Peter Mathias in an attempt to find out

Peter Mathias in an attempt
to find out how and why numbers rose he points out that after mid 18th
century fertility had twice the effect of falling mortality. The average age of
people marrying for the first time fell, as did the numbers of people never
marrying, which meant more opportunity for babies, and more babies. British
people had previously had a relatively late age of marriage compared to the
continent, and a large number of people never did at all. Nuptuality, overall
health improvements and a better diet from improved food production and higher
wages resulted in better health of mothers and the curtailment of deaths of
women in the reproductive age groups induced higher birth rates. Economical and
social conditions influenced marriage patterns. The expansion of employment in
manufacturing and trading regions offered higher wages, allowing people to
comfortably start families, and as they moved to the industrial centres, they
were likely to meet more, and that increased the chances of matches, and
settling down

the last 60 years the world experienced the most intensive expansion in urban
populations in many Less Developed Countries. People across rural regions of
Asia and Latin America flocked to cities where they transformed the ecology and
culture of modest-sized cities, establishing bustling and sprawling urban
centres that later became beacons for rural migrants. * Over the last decades
improved health care services, mass-immunization programs, access to cheap
medicines, and diffusion of basic knowledge about personal hygiene and sexually
transmitted diseases led to sharp reduction in mortality. Those interventions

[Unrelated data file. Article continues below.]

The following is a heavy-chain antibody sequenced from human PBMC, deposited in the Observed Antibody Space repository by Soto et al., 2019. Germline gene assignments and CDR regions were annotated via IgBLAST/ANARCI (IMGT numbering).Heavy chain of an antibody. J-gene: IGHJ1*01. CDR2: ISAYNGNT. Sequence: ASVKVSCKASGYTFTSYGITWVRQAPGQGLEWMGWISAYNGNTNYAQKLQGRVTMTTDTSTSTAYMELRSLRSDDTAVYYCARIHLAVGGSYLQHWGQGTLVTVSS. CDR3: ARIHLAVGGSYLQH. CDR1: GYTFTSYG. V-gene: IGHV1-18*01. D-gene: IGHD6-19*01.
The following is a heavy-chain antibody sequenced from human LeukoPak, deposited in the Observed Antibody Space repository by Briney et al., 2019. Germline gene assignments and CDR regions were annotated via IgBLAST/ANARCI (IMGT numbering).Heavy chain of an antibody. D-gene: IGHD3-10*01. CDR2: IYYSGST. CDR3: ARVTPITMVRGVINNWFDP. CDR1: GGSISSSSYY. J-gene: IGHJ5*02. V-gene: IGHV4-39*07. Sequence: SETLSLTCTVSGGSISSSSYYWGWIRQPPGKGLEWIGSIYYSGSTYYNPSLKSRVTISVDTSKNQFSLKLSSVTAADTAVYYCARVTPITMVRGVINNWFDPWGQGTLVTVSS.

reduced infectious and parasitic diseases that used to thrive in densely
populated urban settlements in the past and determined to a large amount urban
population growth. *

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The understanding of the
level of urbanization or its scale in developing countries is challenged by
differences in the definition of urban and in turn, the lack of reliable data.
Furthermore, the process of urbanization is far from homogenous across regions
and swathes of territory that are wholly different in terms of economy and
political structures. Regarding Britain in 19th century, where less mortality
was once the favoured explanation for population growth, it is generally held
to be the increase in marriage and birth rate which caused the explosion. In
contrast and in my personal belief, although high birth rates make the natural
increase of the population an important source of city growth in developing
countries, the movement of people from rural to urban areas within the country
(internal migration) is the most significant factor contributed to urban growth